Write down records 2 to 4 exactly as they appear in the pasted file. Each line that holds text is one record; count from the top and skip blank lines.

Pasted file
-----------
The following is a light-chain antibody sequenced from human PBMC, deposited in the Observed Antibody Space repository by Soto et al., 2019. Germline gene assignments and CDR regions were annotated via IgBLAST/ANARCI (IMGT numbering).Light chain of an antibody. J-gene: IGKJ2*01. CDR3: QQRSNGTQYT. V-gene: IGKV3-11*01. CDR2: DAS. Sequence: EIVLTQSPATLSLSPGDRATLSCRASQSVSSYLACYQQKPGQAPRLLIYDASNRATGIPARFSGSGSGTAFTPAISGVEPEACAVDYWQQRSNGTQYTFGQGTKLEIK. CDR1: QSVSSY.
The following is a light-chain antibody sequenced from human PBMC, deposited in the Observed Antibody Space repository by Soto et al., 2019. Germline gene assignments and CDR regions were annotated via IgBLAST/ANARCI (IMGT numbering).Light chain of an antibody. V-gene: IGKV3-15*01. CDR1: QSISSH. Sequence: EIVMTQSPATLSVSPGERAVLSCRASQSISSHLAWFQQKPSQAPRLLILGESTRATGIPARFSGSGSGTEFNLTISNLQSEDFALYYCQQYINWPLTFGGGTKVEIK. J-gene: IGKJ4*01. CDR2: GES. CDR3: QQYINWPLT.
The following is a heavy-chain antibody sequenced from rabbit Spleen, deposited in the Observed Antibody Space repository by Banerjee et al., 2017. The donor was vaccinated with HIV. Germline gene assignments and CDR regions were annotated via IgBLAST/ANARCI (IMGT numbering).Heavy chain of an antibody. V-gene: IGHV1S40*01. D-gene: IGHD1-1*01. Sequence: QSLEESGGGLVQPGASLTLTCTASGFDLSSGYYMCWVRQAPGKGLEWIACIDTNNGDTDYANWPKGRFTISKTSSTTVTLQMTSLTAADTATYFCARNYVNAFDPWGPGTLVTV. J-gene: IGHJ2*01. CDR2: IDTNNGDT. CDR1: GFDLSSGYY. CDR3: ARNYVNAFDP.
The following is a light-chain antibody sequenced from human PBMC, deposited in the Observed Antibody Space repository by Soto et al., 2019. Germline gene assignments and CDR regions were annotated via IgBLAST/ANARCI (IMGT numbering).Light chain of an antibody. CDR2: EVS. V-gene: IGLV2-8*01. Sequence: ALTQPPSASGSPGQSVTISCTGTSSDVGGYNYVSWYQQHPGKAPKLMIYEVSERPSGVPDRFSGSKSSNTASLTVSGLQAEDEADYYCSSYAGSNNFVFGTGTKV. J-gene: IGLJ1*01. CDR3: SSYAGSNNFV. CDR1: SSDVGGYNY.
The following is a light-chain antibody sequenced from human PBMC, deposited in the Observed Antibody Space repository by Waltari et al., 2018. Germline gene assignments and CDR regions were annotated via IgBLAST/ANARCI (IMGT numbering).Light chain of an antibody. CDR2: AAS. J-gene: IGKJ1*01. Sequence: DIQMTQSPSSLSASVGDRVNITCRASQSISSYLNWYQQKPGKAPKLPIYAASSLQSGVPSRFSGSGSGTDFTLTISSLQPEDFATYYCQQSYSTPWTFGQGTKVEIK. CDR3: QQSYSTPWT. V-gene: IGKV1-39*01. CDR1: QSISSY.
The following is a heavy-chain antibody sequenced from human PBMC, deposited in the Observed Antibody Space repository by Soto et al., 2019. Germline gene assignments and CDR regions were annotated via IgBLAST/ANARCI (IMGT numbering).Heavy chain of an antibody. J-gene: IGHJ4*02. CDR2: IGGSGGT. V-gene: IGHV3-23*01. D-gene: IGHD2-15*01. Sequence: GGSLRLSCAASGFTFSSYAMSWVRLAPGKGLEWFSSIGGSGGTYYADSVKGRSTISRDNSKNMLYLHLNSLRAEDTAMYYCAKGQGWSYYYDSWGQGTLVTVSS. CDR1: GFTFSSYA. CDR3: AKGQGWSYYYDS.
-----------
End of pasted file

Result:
The following is a light-chain antibody sequenced from human PBMC, deposited in the Observed Antibody Space repository by Soto et al., 2019. Germline gene assignments and CDR regions were annotated via IgBLAST/ANARCI (IMGT numbering).Light chain of an antibody. V-gene: IGKV3-15*01. CDR1: QSISSH. Sequence: EIVMTQSPATLSVSPGERAVLSCRASQSISSHLAWFQQKPSQAPRLLILGESTRATGIPARFSGSGSGTEFNLTISNLQSEDFALYYCQQYINWPLTFGGGTKVEIK. J-gene: IGKJ4*01. CDR2: GES. CDR3: QQYINWPLT.
The following is a heavy-chain antibody sequenced from rabbit Spleen, deposited in the Observed Antibody Space repository by Banerjee et al., 2017. The donor was vaccinated with HIV. Germline gene assignments and CDR regions were annotated via IgBLAST/ANARCI (IMGT numbering).Heavy chain of an antibody. V-gene: IGHV1S40*01. D-gene: IGHD1-1*01. Sequence: QSLEESGGGLVQPGASLTLTCTASGFDLSSGYYMCWVRQAPGKGLEWIACIDTNNGDTDYANWPKGRFTISKTSSTTVTLQMTSLTAADTATYFCARNYVNAFDPWGPGTLVTV. J-gene: IGHJ2*01. CDR2: IDTNNGDT. CDR1: GFDLSSGYY. CDR3: ARNYVNAFDP.
The following is a light-chain antibody sequenced from human PBMC, deposited in the Observed Antibody Space repository by Soto et al., 2019. Germline gene assignments and CDR regions were annotated via IgBLAST/ANARCI (IMGT numbering).Light chain of an antibody. CDR2: EVS. V-gene: IGLV2-8*01. Sequence: ALTQPPSASGSPGQSVTISCTGTSSDVGGYNYVSWYQQHPGKAPKLMIYEVSERPSGVPDRFSGSKSSNTASLTVSGLQAEDEADYYCSSYAGSNNFVFGTGTKV. J-gene: IGLJ1*01. CDR3: SSYAGSNNFV. CDR1: SSDVGGYNY.